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Opponents blast council in planning row 

A tiny North council which is set to rule on three major wind farm applications has admitted having no planning officers of its own capable of dealing with them, The Journal can reveal.

Berwick Borough Council has instead resorted to hiring planning consultants to cope with the mammoth task of handling the bids, which are all due to be decided at the same meeting on May 29.

One of the firms is Darlington-based Blackett, Hart and Pratt, which was hired last November.

It has already produced the report to councillors on the 10 turbines proposed for Moorsyde, near Allerdean, and is currently working on further reports into nine at Barmoor, near Lowick, and a further 10 at Wandylaw, near North Charlton on the boundary with Alnwick District.

And the council has also hired in Dr Joan Rees, the former Director of Development in Redcar and Cleveland, as its acting Head of Development Services.

In March she replaced senior planner John Hayward, who left the department, but is believed to be working only two days a week under her existing contract.

Council leader John Stephenson yesterday confirmed the situation at Berwick.

“We have had significant difficulties recruiting replacement senior officers because we can’t afford to pay the highest rates,” he said. “It would be accurate to say that we don’t have a planning officer of our own at this point in time capable of dealing with the outstanding wind farm applications.

“That is why we have turned to experts from outside the area, to assist our planning department.”

But the concept has sparked outrage from opponents to the schemes, who say the authority – which is the second smallest in England – should hold up its hands and admit it can’t cope.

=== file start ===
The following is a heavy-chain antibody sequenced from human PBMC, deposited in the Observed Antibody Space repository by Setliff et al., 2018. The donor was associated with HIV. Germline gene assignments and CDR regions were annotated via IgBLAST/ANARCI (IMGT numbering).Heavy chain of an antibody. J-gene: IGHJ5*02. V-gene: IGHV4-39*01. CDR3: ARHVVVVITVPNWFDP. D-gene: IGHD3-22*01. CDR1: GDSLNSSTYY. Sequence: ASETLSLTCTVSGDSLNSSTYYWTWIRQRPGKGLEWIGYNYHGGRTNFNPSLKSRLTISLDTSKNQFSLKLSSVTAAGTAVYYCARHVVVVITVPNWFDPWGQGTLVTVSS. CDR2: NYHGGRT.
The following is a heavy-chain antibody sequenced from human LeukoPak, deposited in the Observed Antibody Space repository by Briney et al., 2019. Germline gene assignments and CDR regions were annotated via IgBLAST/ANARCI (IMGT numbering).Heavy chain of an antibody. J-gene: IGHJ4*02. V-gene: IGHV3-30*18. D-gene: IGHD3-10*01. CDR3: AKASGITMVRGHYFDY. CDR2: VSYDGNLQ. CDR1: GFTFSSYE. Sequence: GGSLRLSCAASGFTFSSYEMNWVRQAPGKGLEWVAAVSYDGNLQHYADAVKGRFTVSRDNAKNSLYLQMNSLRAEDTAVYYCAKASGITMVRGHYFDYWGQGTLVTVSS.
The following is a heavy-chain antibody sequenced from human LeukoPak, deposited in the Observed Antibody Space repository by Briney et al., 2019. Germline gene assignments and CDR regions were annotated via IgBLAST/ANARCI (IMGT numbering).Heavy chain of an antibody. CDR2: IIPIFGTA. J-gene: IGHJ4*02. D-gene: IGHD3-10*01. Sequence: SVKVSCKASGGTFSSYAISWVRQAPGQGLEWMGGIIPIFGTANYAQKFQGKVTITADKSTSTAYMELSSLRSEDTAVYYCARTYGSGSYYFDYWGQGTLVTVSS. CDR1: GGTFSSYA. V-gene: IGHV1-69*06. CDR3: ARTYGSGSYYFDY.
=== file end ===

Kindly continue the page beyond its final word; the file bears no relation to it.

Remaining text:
Last night Moorsyde Action Group chairman Mike Maud said the council was now completely out of its depth.

“The borough has refused the many approaches we have made to meet with a responsible officer to discuss the outstanding issues with Moorsyde,” he said.

“Despite frequent and repeated approaches by us, and by councillors acting on our behalf, we have been unable to meet with a planning officer.

“We’re amazed that the council intends considering three hugely complex and controversial planning applications together at a single meeting with a newly formed planning committee.

“In any other circumstances, such a scale of development would be considered at a public inquiry with expert evidence being presented over several weeks before a highly qualified Planning Inspector.

“It is the future of the borough’s landscape, people and tourist businesses that matter, not any thoughts of failure of a council department to meet its performance targets.”

By Ross Smith
The Journal


30 April 2007

This article is the work of the source indicated. Any opinions expressed in it are not necessarily those of National Wind Watch.

The copyright of this article resides with the author or publisher indicated. As part of its noncommercial educational effort to present the environmental, social, scientific, and economic issues of large-scale wind power development to a global audience seeking such information, National Wind Watch endeavors to observe “fair use” as provided for in section 107 of U.S. Copyright Law and similar “fair dealing” provisions of the copyright laws of other nations. Send requests to excerpt, general inquiries, and comments via e-mail.

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